What are the implications of this case? Some argue that MSP should be permitted to die because he would prefer not to live with a stoma. It is his life, after all, and he should not be compelled to live in a manner that he finds unacceptable. Indeed, this was the central argument presented by the court.

Some may argue that he should be allowed to die because his parents, at the end of their rope and desperate to do what is right by their son, believe that this is the best course of action. Others may contend that this is merely a case of refusing medical treatment, specifically a ventilator, which the court ruling notes he no longer needs, and tube-supplied food and water.

This approach is flawed. First, how is this any different from administering a lethal injection, other than the speed of death? The drugs given to keep him in a coma are infused for the explicit purpose of keeping him unconscious so that he requires these artificial medical means to continue living. Second, there are many people who face very difficult medical situations and become suicidal. For example, people who become quadriplegic suddenly.

However, studies have demonstrated that over time, with the implementation of mental health interventions, the prevalence of depression among these individuals is comparable to that observed in the general population. Therefore, it is imperative to question whether terminally sedating such individuals is an appropriate course of action, particularly when there is a possibility that they may later experience happiness in their lives.

Furthermore, it is evident that individuals who are suicidal desire to die. Therefore, it is questionable whether the medical aspect of this issue is significant. Should we permit medical professionals to facilitate the deaths of otherwise healthy individuals who are suicidal? This is a direction in which we are headed.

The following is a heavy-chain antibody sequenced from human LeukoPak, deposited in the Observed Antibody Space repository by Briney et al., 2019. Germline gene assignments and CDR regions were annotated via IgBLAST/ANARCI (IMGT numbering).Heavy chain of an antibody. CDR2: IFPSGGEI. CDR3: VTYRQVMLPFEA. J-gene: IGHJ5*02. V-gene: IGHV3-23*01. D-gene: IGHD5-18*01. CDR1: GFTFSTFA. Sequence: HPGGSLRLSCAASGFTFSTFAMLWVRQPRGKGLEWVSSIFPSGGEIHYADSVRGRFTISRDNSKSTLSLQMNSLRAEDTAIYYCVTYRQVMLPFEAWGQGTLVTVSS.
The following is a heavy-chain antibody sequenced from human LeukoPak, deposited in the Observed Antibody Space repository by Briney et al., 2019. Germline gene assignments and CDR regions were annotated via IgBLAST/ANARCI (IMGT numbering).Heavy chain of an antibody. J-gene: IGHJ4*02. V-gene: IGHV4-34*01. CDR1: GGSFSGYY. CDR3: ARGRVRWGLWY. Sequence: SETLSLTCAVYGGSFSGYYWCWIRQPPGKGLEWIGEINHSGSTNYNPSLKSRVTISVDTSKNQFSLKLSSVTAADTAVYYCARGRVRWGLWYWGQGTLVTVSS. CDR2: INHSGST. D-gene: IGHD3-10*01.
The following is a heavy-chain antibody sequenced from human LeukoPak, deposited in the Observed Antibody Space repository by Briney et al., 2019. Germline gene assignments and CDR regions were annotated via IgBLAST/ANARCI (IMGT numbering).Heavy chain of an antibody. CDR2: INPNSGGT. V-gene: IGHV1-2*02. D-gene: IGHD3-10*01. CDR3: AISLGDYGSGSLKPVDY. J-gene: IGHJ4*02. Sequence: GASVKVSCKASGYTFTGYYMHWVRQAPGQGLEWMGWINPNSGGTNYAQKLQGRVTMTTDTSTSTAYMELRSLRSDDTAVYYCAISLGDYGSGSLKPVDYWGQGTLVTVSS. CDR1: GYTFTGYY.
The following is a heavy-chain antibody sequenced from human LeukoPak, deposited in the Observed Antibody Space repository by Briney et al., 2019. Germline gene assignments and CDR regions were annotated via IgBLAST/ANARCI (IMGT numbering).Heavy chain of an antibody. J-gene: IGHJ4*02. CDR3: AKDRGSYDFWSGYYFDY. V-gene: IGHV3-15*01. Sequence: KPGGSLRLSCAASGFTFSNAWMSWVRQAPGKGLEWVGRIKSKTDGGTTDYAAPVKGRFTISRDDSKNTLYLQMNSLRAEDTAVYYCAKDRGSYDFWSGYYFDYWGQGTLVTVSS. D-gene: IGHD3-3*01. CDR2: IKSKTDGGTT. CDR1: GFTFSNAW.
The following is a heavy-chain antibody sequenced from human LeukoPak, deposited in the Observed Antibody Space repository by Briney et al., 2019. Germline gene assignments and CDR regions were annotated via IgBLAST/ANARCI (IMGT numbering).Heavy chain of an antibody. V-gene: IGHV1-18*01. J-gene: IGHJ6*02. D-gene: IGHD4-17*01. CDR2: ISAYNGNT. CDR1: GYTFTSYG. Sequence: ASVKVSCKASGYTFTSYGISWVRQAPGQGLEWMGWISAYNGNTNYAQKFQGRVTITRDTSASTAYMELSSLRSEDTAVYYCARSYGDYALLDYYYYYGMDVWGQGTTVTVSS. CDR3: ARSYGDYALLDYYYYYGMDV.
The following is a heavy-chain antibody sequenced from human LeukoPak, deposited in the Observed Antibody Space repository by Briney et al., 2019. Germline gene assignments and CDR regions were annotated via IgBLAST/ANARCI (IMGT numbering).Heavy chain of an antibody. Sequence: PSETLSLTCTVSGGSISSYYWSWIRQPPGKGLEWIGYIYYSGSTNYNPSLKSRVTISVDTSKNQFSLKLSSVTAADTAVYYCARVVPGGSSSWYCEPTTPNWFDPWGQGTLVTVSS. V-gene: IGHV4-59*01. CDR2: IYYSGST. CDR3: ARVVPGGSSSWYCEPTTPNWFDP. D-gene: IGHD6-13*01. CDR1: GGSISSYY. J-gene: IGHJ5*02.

In conclusion, it can be argued that this is a profound abandonment, albeit by a judge and parents attempting to do the right thing. MSP is being denied the opportunity for recovery, adjustment to new circumstances, and the possibility of a better life. There is no possibility of receiving intensive mental health interventions that might help him overcome his despair. There is no possibility of finding happiness. There is no possibility of finding a job. There is no possibility of finding a woman to love. There is no possibility of life.

Furthermore, the act of dehydrating this patient to death is a step towards the normalization of lethal injection euthanasia. After all, it is a logical conclusion. If the patient is going to be made dead anyway, why not simply administer a lethal injection instead of subjecting MSP, his parents, and the medical team to the arduous process of terminal sedation, which will take approximately one or two weeks?


Daniel Miller is responsible for nearly all of National Right to Life News' political writing.

With the election of Donald Trump to the U.S. presidency, Daniel Miller developed a deep obsession with U.S. politics that has never let go of the political scientist. Whether it's the election of Joe Biden, the midterm elections in Congress, the abortion rights debate in the Supreme Court or the mudslinging in the primaries - Daniel Miller is happy to stay up late for you.

Daniel was born and raised in New York. After living in China, working for a news agency and another stint at a major news network, he now lives in Arizona with his two daughters.